~ Charles Darwin, The Origin of Species

~ Hylaeus anthracinus

Who has seen the bees with gold-
smudged faces, the only ones

who can make sure the flower
of the naupaka continues to push

its torn half-crown of petals
into the world? Their number

dwindles, and soon the rest of us
in their wake— Who has seen

bees lolling in the waters
of the factory, their hives

hung in tapestries of Blue #1,
Green #3, Yellow #6, and Red #40,

their amber derived from petroleum
streams? The woodland bison closes

its eyes, and the graceful giraffe.
Soon both the banyan and the roses

shrivel, the crops in the field.
Whales and turtles crawl

into a silence of coves.
When this happens,

not even the birds may have
enough strength to fly away.

I’ve never been any good
at mathematics

but I imagine a field
whose purpose is to define

what lies in the field—
or sets off the grass

that grows there
from the grass elsewhere.

And the clover, a slurry
of stones; the goats

and their hard raisin trail
of poop. The long-legged horses,

cows flicking their tails
at gnats. Number them

if you wish: the gnats,
the cows, their rank catalogue

of irregular black and white spots.
Infinity, I’ve been told,

isn’t any of these countable facts
but more like some unseen wind

or a hum that surges through
the electric fence. Add

to it or take away from it:
its quantity remains the same.

This is the tone
that lips are supposed to sound
if the safe house is compromised.

In a neighborhood where all houses
have the same rusted roofs and the same
falling-down fences, which one hides

the fugitive? There is a reason
they don’t have house numbers.
The tenor of bullfrogs

undercuts the whine
of the curfew. Do not report
all threats to your tribe.

Light a fire as usual
under the trees. Sweep the dry
leaves together with a long-

handled rake. Sit on your haunches;
tend to their burning and the smoke
rising through the cold air.

 

In response to Via Negativa: Embouchure.

What do you know
of our lives before this land?
For instance: here are
seventeen years, at least five
moves, boxes of belongings
and books. There were always books
and photographs we could not give up,
donate, throw away. Many printed on thin
paper, poor quality covers that split
at the seams a long time ago;
smell of moth wings crumbled
to a smudge in the middle.
Notebooks with recipes in an old-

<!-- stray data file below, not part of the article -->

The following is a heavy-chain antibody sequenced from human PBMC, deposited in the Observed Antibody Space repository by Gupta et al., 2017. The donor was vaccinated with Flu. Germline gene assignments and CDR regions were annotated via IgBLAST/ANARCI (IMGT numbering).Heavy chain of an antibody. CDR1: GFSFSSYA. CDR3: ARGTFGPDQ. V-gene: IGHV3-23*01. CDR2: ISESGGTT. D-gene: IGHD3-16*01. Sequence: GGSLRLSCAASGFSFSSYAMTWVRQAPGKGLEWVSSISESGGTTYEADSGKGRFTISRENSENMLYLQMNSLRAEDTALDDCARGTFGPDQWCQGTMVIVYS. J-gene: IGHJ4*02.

fashioned hand. Camisoles sewn by hand,
worn by each child in turn. Small lace
with light brown tea-stains.
But they were worth more
than the aftermath of the first
bankruptcy, the garnishment of wages.
How many bricks in them boxes, lady?
asked one of the Two Men and a Truck team,
heaving them up to the second floor.
We took them out and put them on shelves,
folded them into drawers.
We taped up the windows with plastic sheets
those winters when icy winds knifed their way
in, bent on finding those places where we
kept what we had left of our original hearts.

To this day I am still asked about origins.
I have learned to intuit
when they don’t mean where I first
recognized the way indigo hills
pulled up like fleece to the sky
as it darkened into sleep.

Most days I am able to go about my business
without having to palm my thoughts
back into my pockets.
In truth I am shy as the wild green
plant whose precisely ordered leaves
retract at the merest touch.

I am wary of using the word gesture
though I know this is what most of us
traveling between the furrows rely on
for recognition. The tongue longs
to salve its thirst with salt,
only because this means it will drink again.

Not many sleep anymore
with the shutters open.

Sometimes at the grocery store,
near the rafters, there’ll be

an errant bird that wanders in
on some warm draft. It flutters

confused above the ordered glaze
of bell peppers and bumpy lemons,

the curled decline of greens.
I rouse from sleep late at night

and feel my way to the bathroom,
trying to recall what I know

of accidental things— what finds
the one seam in the lock, the loose

partition; the weakness in
the careful armor. And there isn’t

any particular explanation for why
a pigeon should be wandering the hallway

at 4 o’clock, yet there it is,
as the man snores in the guest room

and the woman lies in her own bed,
in sheets soaked with her own urine.

We push the shovel through the snow
to find the walk again, the border

of stubbled grass. On either side,
white banks grow. I can’t help

recalling that winter tale, the one
where the girl was taken under—

some fissure in the earth lined
with moss, lengthening drop

of dark shale. How far and how long
could a handful of red beads fall

before you’d hear their tinkle echo?
Our arms and thighs burn; late light

gilds the mounds we scrape and toss.
A stinging wind pushes the empty swing

back and forth, back and forth— the way
we repeat what we should have learned.

 

In response to Via Negativa: Cutting back.